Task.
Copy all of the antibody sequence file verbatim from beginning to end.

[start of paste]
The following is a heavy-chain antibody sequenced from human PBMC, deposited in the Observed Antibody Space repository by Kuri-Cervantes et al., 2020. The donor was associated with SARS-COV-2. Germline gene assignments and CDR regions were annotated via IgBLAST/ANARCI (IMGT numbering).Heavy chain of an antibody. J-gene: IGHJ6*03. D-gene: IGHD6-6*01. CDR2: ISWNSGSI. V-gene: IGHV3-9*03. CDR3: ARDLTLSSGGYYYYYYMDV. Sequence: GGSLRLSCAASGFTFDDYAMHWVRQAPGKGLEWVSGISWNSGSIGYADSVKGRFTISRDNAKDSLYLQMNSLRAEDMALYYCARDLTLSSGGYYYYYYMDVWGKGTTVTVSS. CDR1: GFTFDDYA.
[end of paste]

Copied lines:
The following is a heavy-chain antibody sequenced from human PBMC, deposited in the Observed Antibody Space repository by Kuri-Cervantes et al., 2020. The donor was associated with SARS-COV-2. Germline gene assignments and CDR regions were annotated via IgBLAST/ANARCI (IMGT numbering).Heavy chain of an antibody. J-gene: IGHJ6*03. D-gene: IGHD6-6*01. CDR2: ISWNSGSI. V-gene: IGHV3-9*03. CDR3: ARDLTLSSGGYYYYYYMDV. Sequence: GGSLRLSCAASGFTFDDYAMHWVRQAPGKGLEWVSGISWNSGSIGYADSVKGRFTISRDNAKDSLYLQMNSLRAEDMALYYCARDLTLSSGGYYYYYYMDVWGKGTTVTVSS. CDR1: GFTFDDYA.